In the last decade, we have seen exponential growth in the development of technology associated with artificial intelligence. We use human intelligence to solve computing problems and create digital intelligence. That led to a significant shift in how we perceive technology and its social impact.
At first glance, AI seems to be a boon for humanity. It offers many people job opportunities and new ways to profit. However, the scenario is still unclear about how AI will affect the job market.
Some people fear that AI will take over their jobs. Others see it as an opportunity to find work in an unfamiliar field. The effects of AI on the job market have yet to be determined, but these changes will affect us all.
Should we then fear AI in the job market?
AI has the potential to revolutionize several industries in almost every sector of the economy, if not all. From virtual assistants improving the consumer experience in banking and healthcare to biometrics and digital authentication systems and greener and safer electric and autonomous cars, new technologies have the potential to improve our daily lives by adding more efficiency, safety and sustainability.
Digitalization is the definitive trend in today's job market. The word digitalization often has a negative connotation because it is associated with an expectation of job loss. However, technologies such as Machine Learning, RPA and Data Analytics allow repetitive tasks with low added value to be automated, freeing up skilled professionals to perform more complex tasks with higher business value.
Thus, we should not be so quick to assume that the introduction of AI will lead to mass layoffs. Instead, AI can help us achieve greater productivity and quality of life.
Like other technological advances, AI does not have a standardized behavioural pattern. Its behaviour, ethical and moral guides will be set by the user, the company, the state or institutions. All these applications suggest we embrace the coming automation rather than fear it.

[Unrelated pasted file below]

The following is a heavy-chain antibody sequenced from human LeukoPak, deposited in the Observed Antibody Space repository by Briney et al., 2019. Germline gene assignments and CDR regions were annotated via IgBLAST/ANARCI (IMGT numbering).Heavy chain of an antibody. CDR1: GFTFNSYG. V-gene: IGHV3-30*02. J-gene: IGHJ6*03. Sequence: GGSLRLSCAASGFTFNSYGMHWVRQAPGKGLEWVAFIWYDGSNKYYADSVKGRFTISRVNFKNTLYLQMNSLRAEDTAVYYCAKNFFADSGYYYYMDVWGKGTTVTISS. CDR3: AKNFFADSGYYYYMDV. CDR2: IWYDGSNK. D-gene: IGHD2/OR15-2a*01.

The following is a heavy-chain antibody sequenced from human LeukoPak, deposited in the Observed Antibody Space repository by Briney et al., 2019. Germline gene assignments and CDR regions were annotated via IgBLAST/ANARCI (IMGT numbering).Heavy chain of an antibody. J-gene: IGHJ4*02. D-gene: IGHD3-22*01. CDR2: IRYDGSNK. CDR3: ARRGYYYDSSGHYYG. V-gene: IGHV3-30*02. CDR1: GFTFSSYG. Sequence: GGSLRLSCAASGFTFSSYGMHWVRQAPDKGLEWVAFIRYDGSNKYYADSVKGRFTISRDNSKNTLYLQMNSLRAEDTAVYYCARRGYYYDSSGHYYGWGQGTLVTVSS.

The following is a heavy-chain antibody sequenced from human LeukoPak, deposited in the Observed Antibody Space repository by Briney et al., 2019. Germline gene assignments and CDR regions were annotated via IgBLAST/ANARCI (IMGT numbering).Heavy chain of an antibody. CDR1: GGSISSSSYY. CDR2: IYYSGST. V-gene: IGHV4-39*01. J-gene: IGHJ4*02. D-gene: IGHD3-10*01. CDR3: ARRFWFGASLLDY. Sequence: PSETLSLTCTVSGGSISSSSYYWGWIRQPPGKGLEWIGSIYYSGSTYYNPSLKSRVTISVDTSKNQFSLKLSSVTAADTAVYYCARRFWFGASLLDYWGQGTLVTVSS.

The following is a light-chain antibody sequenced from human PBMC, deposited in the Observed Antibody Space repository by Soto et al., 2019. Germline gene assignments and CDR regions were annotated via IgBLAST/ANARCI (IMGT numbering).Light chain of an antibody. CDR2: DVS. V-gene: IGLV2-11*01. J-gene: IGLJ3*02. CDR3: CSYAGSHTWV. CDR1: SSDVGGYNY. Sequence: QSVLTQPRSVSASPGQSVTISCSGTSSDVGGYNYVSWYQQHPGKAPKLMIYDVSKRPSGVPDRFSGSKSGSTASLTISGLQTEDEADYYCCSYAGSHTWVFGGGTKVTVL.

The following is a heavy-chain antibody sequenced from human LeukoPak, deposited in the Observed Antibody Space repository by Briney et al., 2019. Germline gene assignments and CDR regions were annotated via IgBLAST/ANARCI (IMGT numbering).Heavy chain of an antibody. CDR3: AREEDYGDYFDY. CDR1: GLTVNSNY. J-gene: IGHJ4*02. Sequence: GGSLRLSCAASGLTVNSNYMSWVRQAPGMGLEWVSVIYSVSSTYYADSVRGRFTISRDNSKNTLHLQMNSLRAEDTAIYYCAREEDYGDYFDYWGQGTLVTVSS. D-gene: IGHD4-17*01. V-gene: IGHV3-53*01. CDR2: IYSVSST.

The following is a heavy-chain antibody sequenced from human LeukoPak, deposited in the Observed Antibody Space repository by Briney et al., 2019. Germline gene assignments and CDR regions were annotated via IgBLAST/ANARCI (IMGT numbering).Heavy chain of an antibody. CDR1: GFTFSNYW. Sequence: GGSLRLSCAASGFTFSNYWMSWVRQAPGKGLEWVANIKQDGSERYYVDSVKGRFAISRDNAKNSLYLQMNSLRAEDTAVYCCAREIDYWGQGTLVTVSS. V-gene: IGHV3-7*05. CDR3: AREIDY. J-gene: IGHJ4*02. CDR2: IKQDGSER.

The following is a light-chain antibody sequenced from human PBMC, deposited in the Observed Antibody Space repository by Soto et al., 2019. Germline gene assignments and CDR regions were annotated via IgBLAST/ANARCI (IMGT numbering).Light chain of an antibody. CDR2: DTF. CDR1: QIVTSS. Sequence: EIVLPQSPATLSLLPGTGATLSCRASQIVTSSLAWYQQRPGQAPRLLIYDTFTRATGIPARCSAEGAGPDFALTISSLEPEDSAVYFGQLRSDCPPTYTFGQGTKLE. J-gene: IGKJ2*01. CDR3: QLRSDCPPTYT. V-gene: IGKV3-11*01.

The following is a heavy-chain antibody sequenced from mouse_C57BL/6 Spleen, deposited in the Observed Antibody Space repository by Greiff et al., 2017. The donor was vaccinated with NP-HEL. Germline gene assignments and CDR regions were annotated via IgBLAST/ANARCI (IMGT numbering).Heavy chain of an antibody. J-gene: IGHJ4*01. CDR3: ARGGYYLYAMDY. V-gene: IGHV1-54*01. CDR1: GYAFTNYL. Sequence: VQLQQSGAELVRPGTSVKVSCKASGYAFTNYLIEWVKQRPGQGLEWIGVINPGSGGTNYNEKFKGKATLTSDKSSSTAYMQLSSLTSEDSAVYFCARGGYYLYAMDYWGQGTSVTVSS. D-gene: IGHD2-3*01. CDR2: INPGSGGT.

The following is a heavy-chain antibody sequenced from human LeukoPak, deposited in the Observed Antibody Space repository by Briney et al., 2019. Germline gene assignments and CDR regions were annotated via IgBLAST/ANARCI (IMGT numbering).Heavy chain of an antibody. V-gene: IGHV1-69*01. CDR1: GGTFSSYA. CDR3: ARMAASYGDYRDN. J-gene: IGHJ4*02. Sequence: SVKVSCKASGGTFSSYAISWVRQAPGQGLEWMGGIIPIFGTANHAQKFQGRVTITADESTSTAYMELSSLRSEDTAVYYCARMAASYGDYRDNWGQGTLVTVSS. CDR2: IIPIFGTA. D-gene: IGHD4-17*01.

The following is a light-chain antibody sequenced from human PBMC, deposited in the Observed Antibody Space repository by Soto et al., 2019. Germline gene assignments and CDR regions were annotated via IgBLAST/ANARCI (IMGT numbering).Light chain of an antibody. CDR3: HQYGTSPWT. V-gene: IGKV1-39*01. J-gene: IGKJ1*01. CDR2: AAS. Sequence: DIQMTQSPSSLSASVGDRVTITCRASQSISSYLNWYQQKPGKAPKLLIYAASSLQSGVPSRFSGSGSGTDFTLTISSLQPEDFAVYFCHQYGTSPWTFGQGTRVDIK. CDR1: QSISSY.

However, the fear of mass unemployment when AI becomes prevalent is not unfounded. According to a PWC survey, about 30% of the world's jobs will be automated by 2030, in estimation.
This is why it is important to remember that machines do not create new jobs - humans do this through innovation. So we should approach the emergence of artificial intelligence as an opportunity to create more and better work, in a new, more creative and analytical profile.
This reality will lead to a re-skilling movement, opening new careers, productivity, and pay horizons for professions that have seen their progress stagnate for decades. History proves that remaining open to new ideas and developing the skills necessary to adapt to change leads to progress and greater personal fulfilment in the social context.
We are just beginning to see the effects of artificial intelligence in our world, but its impact on the labour market is evident. Companies improve their efficiency and Customer Journey using AI-based technology solutions; in parallel, schools offer re-skilling programs and incorporate technology education into their core curricula.
Let's look at the past industrial revolutions and all that brought positive and negative, both in economic, social, human and environmental terms.
Now is the time to observe and enable the next "industrial" revolution, coupled with technological advancement, to become a more responsible, ethical, inclusive, and sustainable movement.